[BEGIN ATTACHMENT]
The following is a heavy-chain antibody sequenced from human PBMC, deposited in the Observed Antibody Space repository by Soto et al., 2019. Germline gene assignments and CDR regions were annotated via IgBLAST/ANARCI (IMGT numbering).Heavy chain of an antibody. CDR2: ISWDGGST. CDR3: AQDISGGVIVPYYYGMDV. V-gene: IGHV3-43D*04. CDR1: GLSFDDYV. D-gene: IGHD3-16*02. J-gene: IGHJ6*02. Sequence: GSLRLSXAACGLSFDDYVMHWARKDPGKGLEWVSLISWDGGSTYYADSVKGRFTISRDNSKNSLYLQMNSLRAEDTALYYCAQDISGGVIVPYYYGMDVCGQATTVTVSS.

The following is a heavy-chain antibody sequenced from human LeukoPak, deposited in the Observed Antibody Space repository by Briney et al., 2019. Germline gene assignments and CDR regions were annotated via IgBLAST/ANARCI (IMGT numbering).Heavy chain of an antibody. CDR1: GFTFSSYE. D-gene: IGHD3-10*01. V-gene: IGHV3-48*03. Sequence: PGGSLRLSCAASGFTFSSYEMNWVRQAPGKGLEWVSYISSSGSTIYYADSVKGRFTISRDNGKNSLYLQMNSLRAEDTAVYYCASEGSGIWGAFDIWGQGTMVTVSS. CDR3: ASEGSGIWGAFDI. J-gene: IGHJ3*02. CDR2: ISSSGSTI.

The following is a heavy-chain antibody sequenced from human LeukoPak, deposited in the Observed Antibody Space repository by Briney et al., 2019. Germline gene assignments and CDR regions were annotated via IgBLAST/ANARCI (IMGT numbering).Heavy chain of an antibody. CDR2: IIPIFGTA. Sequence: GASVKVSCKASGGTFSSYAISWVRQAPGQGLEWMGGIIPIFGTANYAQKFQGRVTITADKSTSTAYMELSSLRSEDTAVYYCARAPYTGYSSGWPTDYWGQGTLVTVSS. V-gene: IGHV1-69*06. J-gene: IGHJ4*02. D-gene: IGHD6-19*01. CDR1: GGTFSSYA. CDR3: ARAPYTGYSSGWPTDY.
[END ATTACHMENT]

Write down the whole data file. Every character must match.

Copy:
The following is a heavy-chain antibody sequenced from human PBMC, deposited in the Observed Antibody Space repository by Soto et al., 2019. Germline gene assignments and CDR regions were annotated via IgBLAST/ANARCI (IMGT numbering).Heavy chain of an antibody. CDR2: ISWDGGST. CDR3: AQDISGGVIVPYYYGMDV. V-gene: IGHV3-43D*04. CDR1: GLSFDDYV. D-gene: IGHD3-16*02. J-gene: IGHJ6*02. Sequence: GSLRLSXAACGLSFDDYVMHWARKDPGKGLEWVSLISWDGGSTYYADSVKGRFTISRDNSKNSLYLQMNSLRAEDTALYYCAQDISGGVIVPYYYGMDVCGQATTVTVSS.

The following is a heavy-chain antibody sequenced from human LeukoPak, deposited in the Observed Antibody Space repository by Briney et al., 2019. Germline gene assignments and CDR regions were annotated via IgBLAST/ANARCI (IMGT numbering).Heavy chain of an antibody. CDR1: GFTFSSYE. D-gene: IGHD3-10*01. V-gene: IGHV3-48*03. Sequence: PGGSLRLSCAASGFTFSSYEMNWVRQAPGKGLEWVSYISSSGSTIYYADSVKGRFTISRDNGKNSLYLQMNSLRAEDTAVYYCASEGSGIWGAFDIWGQGTMVTVSS. CDR3: ASEGSGIWGAFDI. J-gene: IGHJ3*02. CDR2: ISSSGSTI.

The following is a heavy-chain antibody sequenced from human LeukoPak, deposited in the Observed Antibody Space repository by Briney et al., 2019. Germline gene assignments and CDR regions were annotated via IgBLAST/ANARCI (IMGT numbering).Heavy chain of an antibody. CDR2: IIPIFGTA. Sequence: GASVKVSCKASGGTFSSYAISWVRQAPGQGLEWMGGIIPIFGTANYAQKFQGRVTITADKSTSTAYMELSSLRSEDTAVYYCARAPYTGYSSGWPTDYWGQGTLVTVSS. V-gene: IGHV1-69*06. J-gene: IGHJ4*02. D-gene: IGHD6-19*01. CDR1: GGTFSSYA. CDR3: ARAPYTGYSSGWPTDY.